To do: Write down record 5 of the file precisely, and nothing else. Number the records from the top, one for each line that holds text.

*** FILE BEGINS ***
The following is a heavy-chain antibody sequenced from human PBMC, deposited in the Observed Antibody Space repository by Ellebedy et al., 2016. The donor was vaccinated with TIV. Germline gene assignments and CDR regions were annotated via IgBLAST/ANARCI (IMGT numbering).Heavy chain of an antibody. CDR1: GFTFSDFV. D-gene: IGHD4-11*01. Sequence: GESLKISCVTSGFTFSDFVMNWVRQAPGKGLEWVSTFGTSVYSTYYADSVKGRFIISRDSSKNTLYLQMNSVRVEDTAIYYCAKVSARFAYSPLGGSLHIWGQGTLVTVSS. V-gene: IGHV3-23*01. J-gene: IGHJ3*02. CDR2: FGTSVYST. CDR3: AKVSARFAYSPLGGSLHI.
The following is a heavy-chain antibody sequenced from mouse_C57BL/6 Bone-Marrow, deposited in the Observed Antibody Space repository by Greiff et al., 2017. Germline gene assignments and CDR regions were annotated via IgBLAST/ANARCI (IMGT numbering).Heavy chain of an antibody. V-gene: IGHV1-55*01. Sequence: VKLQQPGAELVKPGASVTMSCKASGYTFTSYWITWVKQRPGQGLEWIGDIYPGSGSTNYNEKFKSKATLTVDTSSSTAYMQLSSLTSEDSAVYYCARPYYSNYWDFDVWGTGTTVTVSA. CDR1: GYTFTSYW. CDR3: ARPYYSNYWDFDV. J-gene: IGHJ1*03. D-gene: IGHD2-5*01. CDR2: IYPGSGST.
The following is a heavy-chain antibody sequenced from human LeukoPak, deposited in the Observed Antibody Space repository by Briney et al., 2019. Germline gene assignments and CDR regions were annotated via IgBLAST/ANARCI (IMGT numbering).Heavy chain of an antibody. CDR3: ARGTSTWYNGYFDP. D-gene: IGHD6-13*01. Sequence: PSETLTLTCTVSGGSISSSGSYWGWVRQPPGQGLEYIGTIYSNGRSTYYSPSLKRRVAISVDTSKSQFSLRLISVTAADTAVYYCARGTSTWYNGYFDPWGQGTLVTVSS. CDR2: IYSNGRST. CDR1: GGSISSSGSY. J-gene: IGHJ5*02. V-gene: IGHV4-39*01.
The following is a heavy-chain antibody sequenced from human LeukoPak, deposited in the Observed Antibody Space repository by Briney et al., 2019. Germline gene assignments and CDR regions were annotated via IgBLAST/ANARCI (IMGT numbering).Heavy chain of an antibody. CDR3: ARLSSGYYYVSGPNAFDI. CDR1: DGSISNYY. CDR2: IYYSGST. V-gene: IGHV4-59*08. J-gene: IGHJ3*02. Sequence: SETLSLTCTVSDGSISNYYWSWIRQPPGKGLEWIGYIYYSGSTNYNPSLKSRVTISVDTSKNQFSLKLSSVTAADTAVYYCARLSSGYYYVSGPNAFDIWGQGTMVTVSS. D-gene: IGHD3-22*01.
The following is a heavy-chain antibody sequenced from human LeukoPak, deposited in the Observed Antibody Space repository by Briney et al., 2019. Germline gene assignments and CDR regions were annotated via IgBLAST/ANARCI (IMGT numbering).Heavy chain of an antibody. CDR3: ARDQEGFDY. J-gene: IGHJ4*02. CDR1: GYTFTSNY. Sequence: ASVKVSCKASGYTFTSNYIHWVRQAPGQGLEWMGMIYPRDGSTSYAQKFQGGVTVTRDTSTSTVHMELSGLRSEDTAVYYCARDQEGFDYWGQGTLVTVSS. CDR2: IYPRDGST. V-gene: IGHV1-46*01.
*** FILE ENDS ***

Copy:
The following is a heavy-chain antibody sequenced from human LeukoPak, deposited in the Observed Antibody Space repository by Briney et al., 2019. Germline gene assignments and CDR regions were annotated via IgBLAST/ANARCI (IMGT numbering).Heavy chain of an antibody. CDR3: ARDQEGFDY. J-gene: IGHJ4*02. CDR1: GYTFTSNY. Sequence: ASVKVSCKASGYTFTSNYIHWVRQAPGQGLEWMGMIYPRDGSTSYAQKFQGGVTVTRDTSTSTVHMELSGLRSEDTAVYYCARDQEGFDYWGQGTLVTVSS. CDR2: IYPRDGST. V-gene: IGHV1-46*01.